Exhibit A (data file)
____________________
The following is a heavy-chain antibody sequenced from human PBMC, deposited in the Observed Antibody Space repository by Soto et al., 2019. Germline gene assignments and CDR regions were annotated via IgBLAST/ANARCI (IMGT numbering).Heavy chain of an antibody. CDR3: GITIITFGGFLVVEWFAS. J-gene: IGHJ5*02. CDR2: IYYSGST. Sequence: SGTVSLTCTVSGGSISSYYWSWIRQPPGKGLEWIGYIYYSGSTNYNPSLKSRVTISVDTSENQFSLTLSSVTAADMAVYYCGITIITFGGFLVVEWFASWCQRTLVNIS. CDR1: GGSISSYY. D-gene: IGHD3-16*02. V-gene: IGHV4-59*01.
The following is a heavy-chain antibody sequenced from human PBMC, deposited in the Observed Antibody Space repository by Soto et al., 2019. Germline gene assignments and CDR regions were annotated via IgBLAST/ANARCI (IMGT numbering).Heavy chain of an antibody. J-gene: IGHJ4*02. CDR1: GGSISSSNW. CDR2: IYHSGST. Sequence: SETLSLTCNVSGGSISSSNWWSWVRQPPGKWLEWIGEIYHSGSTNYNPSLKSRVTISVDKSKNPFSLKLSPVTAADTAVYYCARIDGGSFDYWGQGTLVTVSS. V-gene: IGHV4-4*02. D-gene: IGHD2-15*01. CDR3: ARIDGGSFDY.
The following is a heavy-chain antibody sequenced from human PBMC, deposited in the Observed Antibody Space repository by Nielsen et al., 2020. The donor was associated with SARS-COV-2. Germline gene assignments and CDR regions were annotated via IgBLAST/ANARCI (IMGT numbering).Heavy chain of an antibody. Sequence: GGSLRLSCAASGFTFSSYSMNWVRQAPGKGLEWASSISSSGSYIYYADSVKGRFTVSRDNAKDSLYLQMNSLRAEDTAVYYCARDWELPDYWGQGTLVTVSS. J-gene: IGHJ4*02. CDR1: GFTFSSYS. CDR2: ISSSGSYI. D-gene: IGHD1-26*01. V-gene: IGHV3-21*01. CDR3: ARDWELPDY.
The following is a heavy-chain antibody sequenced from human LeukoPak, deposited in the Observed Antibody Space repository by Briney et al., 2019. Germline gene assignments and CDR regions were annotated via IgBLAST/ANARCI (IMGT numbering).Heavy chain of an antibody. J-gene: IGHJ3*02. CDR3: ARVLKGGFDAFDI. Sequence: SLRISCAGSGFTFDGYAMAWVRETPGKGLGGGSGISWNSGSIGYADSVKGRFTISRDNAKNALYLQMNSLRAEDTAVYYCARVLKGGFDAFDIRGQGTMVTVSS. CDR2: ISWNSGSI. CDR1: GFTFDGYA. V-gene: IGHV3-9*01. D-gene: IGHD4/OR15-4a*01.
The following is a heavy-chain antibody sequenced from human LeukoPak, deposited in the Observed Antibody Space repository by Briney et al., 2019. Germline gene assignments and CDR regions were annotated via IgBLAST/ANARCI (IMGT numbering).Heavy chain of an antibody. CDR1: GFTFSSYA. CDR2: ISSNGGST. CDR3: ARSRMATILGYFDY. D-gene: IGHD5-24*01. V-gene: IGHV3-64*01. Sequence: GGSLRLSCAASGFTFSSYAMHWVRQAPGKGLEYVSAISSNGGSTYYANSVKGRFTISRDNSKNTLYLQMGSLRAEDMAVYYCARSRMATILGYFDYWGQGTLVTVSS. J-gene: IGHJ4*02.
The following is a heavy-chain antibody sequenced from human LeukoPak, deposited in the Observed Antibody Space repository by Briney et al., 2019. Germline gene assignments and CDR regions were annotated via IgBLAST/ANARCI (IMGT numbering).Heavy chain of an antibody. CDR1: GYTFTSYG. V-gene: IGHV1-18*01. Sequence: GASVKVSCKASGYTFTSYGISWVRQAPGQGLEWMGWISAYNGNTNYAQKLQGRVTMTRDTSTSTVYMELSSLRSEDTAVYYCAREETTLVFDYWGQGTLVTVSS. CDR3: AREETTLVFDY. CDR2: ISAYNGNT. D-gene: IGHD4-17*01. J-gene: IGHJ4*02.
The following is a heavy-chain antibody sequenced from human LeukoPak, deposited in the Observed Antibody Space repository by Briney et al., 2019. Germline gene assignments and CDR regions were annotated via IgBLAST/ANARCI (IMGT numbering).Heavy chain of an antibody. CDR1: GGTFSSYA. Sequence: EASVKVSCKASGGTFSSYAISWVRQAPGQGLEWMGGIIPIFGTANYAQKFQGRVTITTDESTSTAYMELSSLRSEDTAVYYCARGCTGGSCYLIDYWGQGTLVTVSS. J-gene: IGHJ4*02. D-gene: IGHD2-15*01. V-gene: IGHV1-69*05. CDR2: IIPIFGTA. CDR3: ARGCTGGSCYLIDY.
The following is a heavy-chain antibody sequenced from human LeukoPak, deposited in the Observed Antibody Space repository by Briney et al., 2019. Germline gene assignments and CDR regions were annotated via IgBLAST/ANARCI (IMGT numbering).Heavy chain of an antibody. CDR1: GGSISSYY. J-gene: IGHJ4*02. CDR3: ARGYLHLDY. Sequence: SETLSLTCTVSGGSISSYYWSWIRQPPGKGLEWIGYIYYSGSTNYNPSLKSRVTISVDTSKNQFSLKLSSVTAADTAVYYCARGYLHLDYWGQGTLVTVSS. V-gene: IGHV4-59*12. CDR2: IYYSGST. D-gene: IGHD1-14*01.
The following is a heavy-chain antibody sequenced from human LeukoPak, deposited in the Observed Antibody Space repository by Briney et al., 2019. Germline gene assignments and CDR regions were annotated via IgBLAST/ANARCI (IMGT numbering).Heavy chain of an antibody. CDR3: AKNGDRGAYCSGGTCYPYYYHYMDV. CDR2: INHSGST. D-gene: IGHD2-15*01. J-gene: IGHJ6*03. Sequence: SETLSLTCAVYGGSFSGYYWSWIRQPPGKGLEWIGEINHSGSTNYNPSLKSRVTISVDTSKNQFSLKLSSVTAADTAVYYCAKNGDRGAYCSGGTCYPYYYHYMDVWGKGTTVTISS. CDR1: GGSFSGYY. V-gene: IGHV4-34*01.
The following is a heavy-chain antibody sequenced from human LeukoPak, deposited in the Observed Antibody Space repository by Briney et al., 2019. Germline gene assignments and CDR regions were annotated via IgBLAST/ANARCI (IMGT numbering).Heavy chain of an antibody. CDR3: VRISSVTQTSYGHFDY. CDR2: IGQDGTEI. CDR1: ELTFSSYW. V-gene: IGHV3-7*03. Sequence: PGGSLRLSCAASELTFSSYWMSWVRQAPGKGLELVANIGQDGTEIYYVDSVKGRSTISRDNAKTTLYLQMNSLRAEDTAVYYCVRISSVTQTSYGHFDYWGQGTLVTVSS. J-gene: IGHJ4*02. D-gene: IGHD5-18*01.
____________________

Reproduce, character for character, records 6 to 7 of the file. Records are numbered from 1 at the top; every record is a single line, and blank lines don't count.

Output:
The following is a heavy-chain antibody sequenced from human LeukoPak, deposited in the Observed Antibody Space repository by Briney et al., 2019. Germline gene assignments and CDR regions were annotated via IgBLAST/ANARCI (IMGT numbering).Heavy chain of an antibody. CDR1: GYTFTSYG. V-gene: IGHV1-18*01. Sequence: GASVKVSCKASGYTFTSYGISWVRQAPGQGLEWMGWISAYNGNTNYAQKLQGRVTMTRDTSTSTVYMELSSLRSEDTAVYYCAREETTLVFDYWGQGTLVTVSS. CDR3: AREETTLVFDY. CDR2: ISAYNGNT. D-gene: IGHD4-17*01. J-gene: IGHJ4*02.
The following is a heavy-chain antibody sequenced from human LeukoPak, deposited in the Observed Antibody Space repository by Briney et al., 2019. Germline gene assignments and CDR regions were annotated via IgBLAST/ANARCI (IMGT numbering).Heavy chain of an antibody. CDR1: GGTFSSYA. Sequence: EASVKVSCKASGGTFSSYAISWVRQAPGQGLEWMGGIIPIFGTANYAQKFQGRVTITTDESTSTAYMELSSLRSEDTAVYYCARGCTGGSCYLIDYWGQGTLVTVSS. J-gene: IGHJ4*02. D-gene: IGHD2-15*01. V-gene: IGHV1-69*05. CDR2: IIPIFGTA. CDR3: ARGCTGGSCYLIDY.